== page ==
My Linux terminal color scheme

Bash: black&white vs colorful
Bash: black&white vs colorful

The Linux terminal color scheme is not always attractive. Often is is just black and white. You will learn how to create a nice Linux terminal color scheme that is pleasant and easy to read.

In this post, you will learn how to add some colors to your terminal which is black and white by default in some distros such as Arch Linux. It is not pleasant to the eye especially to newcomers. It may not seem important, but adding some color to the terminal can greatly improve the user experience.

I will use Arch Linux as an example, and I will apply a color scheme in Bash environment, Pacman (the Arch Linux package manager), and Nano text editor. All settings except Pacman, should work in other Linux distros.

So, let’s start to add a Linux terminal color scheme. As usual, you can follow the video tutorial or continue reading below.

1. Enable colors in Bash

What is Bash?

Most of Linux distros use Bash shell, which stands for Bourne-again shell. The interface you see in the terminal is called Shell environment.

This is Shell
This is Shell

So, when I talk about making terminal colorful, I mean enabling colors in Bash.

By default, you Bash environment does not have any color. Everything is just black and white.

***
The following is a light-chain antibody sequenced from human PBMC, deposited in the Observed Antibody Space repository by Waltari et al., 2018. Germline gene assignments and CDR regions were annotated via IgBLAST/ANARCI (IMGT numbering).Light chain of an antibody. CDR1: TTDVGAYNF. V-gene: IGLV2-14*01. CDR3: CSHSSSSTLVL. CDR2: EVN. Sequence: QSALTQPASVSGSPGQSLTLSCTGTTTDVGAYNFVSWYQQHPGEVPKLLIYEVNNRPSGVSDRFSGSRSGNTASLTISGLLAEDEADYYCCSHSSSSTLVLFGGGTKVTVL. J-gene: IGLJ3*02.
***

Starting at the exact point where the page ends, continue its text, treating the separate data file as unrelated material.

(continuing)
Just black and white Shell
Just black and white shell

Bash settings files

To make your Bash colorful in Arch Linux, you need to edit Bash setting files. There are two files you can edit. One is located in /etc/bash.bashrc, another is ~/.bashrc in your home folder. The file /etc/bash.bashrc defines the system-wide settings for all users and your root account, while ~/.bashrc is user specific. So, if you have several users, you need to edit this user specific file for every user. Also, if you edit .bashrc in your home, its setting will be prioritized over /etc/bash.bashrc.

I recommend you to edit only .bashrc. It is safer. But if you are a confident user, edit /etc/bash.bashrc, this will apply the settings system-wide and save your time in the future if you create several users.

files that you can edit to add color to bash
Two files that you can edit to add color to bash

Make a backup copy of the settings file:

cp .bashrc .bashrc.backup

For system-wide bashrc:

sudo cp /etc/bash.bashrc /etc/bash.bashrc.backup

Note: Regardless of which file you decide to edit, always it is a good idea back up the original file.

Now, it is safe to edit any of these files. So, If something goes wrong, you can simply restore the backup file.

Adding my Linux terminal color scheme

Normally, you would have to go through all the wiki pages of Arch Linux and configure your preferences.

Arch Linux Wiki
Arch Linux Wiki

But you are lucky because I have done all that job already. You just need to download bash.bashrc, DIR_COLORS and .bashrc and move these files to the following places.

The bash.bashrc file to /etc/bash.bashrc

sudo mv bash.bashrc /etc/bash.bashrc

The DIR_COLORS file move it to /etc.

sudo mv DIR_COLORS /etc/

Now, move .bashrc file to your home directory.

mv .bashrc ~/.bashrc

Then, restart the terminal and that is is. Now you have some color in your terminal.

Linux terminal color scheme example
My Linux terminal color scheme

2. Colorful output in Pacman

If you use Arch Linux, you can enable syntax highlighting for pacman. Its output is of the same color by default and it will be easier to read it when it is colorful.

pacman output by default
pacman output by default

As always, first back up your pacman.config file.

cp /etc/pacman.conf /etc/pacman.conf.backup